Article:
With only a month to go until the 2016 Oxford Cambridge boat race, here are our training tips to keep your back strong and flexible, to prevent injury and to keep you out on the water!

The risk factors for back pain in rowers

  • Insufficient hamstring flexibility, core strength and general fitness
  • Sudden increases in training time on an ergometer with high load and low stroke rate
  • Inadequate warm up
  • Ignoring niggling aches and pains and continuing to train
  • Poor technique/rigging
  • Inexperience
  • Previous history of back injury

How to prevent back pain

  • Hamstring flexibility The leading cause of low back pain in rowers is due to tight hamstrings. If your hamstrings are tight the amount of flexibility in your hip joints is reduced and your lower back compensates by bending more than it should … causing back pain. You need to hold your hamstring stretches for at least 30 seconds, 5 times each side, with a short rest in between, several times per day to be effective.
  • Core strength You may be aware that the muscles in our body work in pairs. Each has a buddy and as one muscle tightens the other relaxes to produce a synchronized and controlled movement. The abdominals and lower back muscles work together like this but if you have weak abdominals (strength or endurance) then you may find your lower back muscles working a bit harder than they should be while you’re rowing. This may be noticed at first as a bit of lower back tightness in the morning – don’t wait for it to develop into a back problem … speak to your coach about some core exercises or try a pilates class.
  • General Fitness – Try to combine your rowing training with other aerobic exercise, such as cycling or running. Variety in activity is the best way to prevent overuse injuries, while allowing you to train frequently enough to build fitness. Even twice a week for 20-30 mins and you will notice a big change. Feeling fitter while you row will reduce fatigue during training and thus reduce your risk of injury.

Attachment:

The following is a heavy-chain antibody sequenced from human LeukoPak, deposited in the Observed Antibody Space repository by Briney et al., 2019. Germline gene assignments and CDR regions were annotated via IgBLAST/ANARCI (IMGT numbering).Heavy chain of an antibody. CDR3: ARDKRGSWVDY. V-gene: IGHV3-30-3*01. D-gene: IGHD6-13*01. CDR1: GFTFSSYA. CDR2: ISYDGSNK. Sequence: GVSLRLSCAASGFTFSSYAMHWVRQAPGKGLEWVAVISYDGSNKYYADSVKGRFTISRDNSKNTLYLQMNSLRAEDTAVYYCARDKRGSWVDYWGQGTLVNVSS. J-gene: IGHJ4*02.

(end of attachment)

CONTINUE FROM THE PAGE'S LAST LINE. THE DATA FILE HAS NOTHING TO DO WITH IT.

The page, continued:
• Gradual build up – it’s vital that you build up the miles gradually and rest days are important. Over training is a huge cause of low back pain, as well as many overuse injuries. If a muscle is fatigued the risk of injury is much greater. Ask a more experienced rower for a programme, or get advice from a coach if you’re just starting out.
  • Warm up – Before getting on the ergometer or into the boat, get moving to warm up your muscles. Even 10 minutes will significantly reduce the risk of injury. Try a fast walk, into a light jog, then some drills like high knees and butt kicks. This gets your heart rate up, pumping fresh nutrients into all the muscles, ready for the training ahead.
  • Early assessment – If you feel a niggle in your back, stop training until you’ve spoken to your coach, an experienced rower or a physiotherapist. You may need to change your training programme (load size, intervals, frequency) or your set-up in the boat but if you keep training through low back pain your symptoms could get worse and this could increase the rest time you need to recover. You can call for some advice from one of our physiotherapists, without charge: 07721 085511.

Good luck Cambridge!

Hope to see the rest of you out on the water – the Physiofit team!


If you think we can help you, please get in touch.

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